Hyperthyroidism in Pregnancy
6/1/2016 - Helen R. Dunnington, MD
Mentor: Laurie S. Swaim, MD
Editor: Pamela D. Berens, MD
Approved: 3/1/16, Revised 9/5/2017
Thyroid diseases in pregnancy must be differentiated from normal physiologic adaptations including increased thyroid volume (up to 30%) and a 40-100% increase in thyroid hormone production. Cross reactivity between human chorionic gonadotropin and thyroid stimulating hormone (TSH) during the first trimester frequently results in elevated free thyroxine (FT4) and decreased TSH with subsequent normalization.
Hyperthyroidism occurs in approximately 0.2% of pregnancies, with Graves’ disease accounting for 95% of the cases. Possible symptoms include nervousness, palpitations, frequent stools, diaphoresis, heat intolerance, weight loss, and insomnia. Physical exam findings may include goiter, tachycardia, hypertension, tremors, ophthalmopathy (lid lag and retraction), and pretibial edema. Laboratory findings include decreased TSH and increased free T4. Detection of thyrotropin receptor antibodies is confirmatory and may be warranted in certain circumstances. Radionuclide studies are contraindicated in pregnancy.
Pregnancy outcomes are related to free T4 level, with a therapeutic goal to reduce FT4 to at or slightly above the upper limit of normal. Uncontrolled maternal hyperthyroidism is associated with an increased risk of preeclampsia, heart failure, and first trimester miscarriage. Postpartum exacerbation or relapse of Grave’s disease is not unusual.
Potential fetal effects include preterm birth, growth restriction, goiter, tachycardia, hydrops, and stillbirth. Ultrasound to evaluate fetal growth is warranted. Other findings including tachycardia, goiter, and hydrops prompt further investigation. Fetal thyrotoxicosis is rare but warrants experienced management when detected. Most neonates born to mothers with Graves’ disease are euthyroid. Transient hypothyroidism occurs in 10 to 20% of newborns of treated mothers and < 5% of neonates will be hyperthyroid due to transplacental antibody passage. Neonatal Graves’ disease is not accurately predicted by maternal thyroid levels at delivery.
Overt hyperthyroidism in pregnancy is treated with propylthiouracil (PTU) during the first trimester and methimazole subsequently to limit potential medication associated risks. First trimester methimazole use is associated with a rare embryopathy characterized by esophageal or choanal atresia and aplasia cutis. While PTU crosses the placenta less readily than methimazole, PTU carries a FDA safety alert secondary to maternal hepatotoxicity. Medication dosing is started empirically (PTU 50-150 mg/day; methimazole 10-40 mg/day) and titrated every two to four weeks to achieve desired free T4 levels.Transient leukopenia occurs in approximately 10% of pregnant women taking thioamide medications and does not require discontinuation. Medication related agranulocytosis (<1% of patients) can occur suddenly and monitoring serial blood counts is not useful. For this reason, patients should discontinue the medication during suspected acute infection episodes and have their blood counts checked.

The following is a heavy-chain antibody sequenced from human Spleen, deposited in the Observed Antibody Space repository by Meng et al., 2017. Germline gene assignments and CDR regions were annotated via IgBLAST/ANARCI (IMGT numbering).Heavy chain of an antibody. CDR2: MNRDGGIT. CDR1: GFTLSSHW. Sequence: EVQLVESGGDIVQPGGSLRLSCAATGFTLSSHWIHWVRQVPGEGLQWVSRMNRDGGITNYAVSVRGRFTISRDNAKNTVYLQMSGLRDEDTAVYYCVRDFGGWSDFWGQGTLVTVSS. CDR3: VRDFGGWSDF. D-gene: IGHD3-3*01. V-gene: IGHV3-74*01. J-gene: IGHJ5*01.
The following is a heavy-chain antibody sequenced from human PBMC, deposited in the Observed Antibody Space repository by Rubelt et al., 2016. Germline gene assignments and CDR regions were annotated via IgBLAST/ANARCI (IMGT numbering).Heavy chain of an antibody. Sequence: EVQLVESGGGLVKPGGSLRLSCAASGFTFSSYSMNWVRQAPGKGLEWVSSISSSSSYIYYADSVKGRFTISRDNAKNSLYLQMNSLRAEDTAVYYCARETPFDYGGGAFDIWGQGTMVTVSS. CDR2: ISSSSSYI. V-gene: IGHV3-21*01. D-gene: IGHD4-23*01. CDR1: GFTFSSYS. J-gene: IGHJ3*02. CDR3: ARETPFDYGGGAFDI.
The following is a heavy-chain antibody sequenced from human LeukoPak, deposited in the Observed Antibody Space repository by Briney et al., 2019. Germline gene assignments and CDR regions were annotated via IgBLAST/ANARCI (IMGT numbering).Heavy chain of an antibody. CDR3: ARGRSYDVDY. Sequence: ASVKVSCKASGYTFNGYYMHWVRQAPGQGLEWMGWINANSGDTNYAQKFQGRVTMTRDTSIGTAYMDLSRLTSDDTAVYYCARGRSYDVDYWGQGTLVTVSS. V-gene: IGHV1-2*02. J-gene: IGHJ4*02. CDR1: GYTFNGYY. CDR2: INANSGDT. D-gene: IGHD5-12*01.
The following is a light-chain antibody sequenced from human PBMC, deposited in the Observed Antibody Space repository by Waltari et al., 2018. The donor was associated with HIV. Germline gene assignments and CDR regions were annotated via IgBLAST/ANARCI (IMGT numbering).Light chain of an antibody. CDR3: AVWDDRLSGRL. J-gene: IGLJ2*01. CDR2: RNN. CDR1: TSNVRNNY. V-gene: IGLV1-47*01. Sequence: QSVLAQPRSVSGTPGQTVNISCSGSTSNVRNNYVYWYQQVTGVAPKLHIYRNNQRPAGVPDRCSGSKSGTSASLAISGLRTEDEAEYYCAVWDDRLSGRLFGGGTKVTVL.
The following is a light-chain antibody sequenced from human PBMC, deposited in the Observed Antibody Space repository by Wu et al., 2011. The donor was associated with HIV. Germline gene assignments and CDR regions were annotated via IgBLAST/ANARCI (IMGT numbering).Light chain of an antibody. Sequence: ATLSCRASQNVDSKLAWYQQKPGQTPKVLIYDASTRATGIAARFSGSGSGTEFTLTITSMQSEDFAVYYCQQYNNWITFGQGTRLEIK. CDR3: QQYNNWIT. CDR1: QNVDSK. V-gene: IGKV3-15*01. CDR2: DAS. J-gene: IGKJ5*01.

Thyroid storm and thyrotoxic heart failure are rare life threatening conditions. Thyroid storm occurs in 1-2% of hyperthyroid pregnancies and presents with abrupt onset of fever, tachycardia, cardiac arrhythmia, and gastrointestinal and CNS dysfunction. If untreated, it may cause multiorgan decompensation. Thyrotoxic heart failure occurs in 8% of pregnancies with uncontrolled hyperthyroidism. Treatment requires an intensive care setting. Immediate therapeutic goals are inhibiting release of triiodothyronine (T3) and T4 with PTU and iodine, and blocking peripheral conversion of T4 to T3 with corticosteroids. Beta blockers may control tachycardia, but potential effects on heart failure should be considered. The underlying cause of hyperthyroidism requires treatment. Delivery should be avoided during thyroid storm as fetal status may improve with maternal stabilization.
Thyroid disease in pregnancy. Practice Bulletin No. 148. American College of Obstetricians and Gynecologists. Obstet Gynecol 2015; 125:996–1005.
Kenyon AP, Nelson-Piercy C. Thyroid Disease. In: James, Steer, Weiner, and Gonik, eds. High-Risk Pregnancy, 4th ed. Chapter 45, 813-825.e2. Elsevier Inc., 2011.
Copyright © 2017, The Foundation for Exxcellence in Women's Health, Inc.
2915 Vine Street, Dallas, Texas 75204
All rights reserved - reprints/reuse with written permission only
Back to Search Results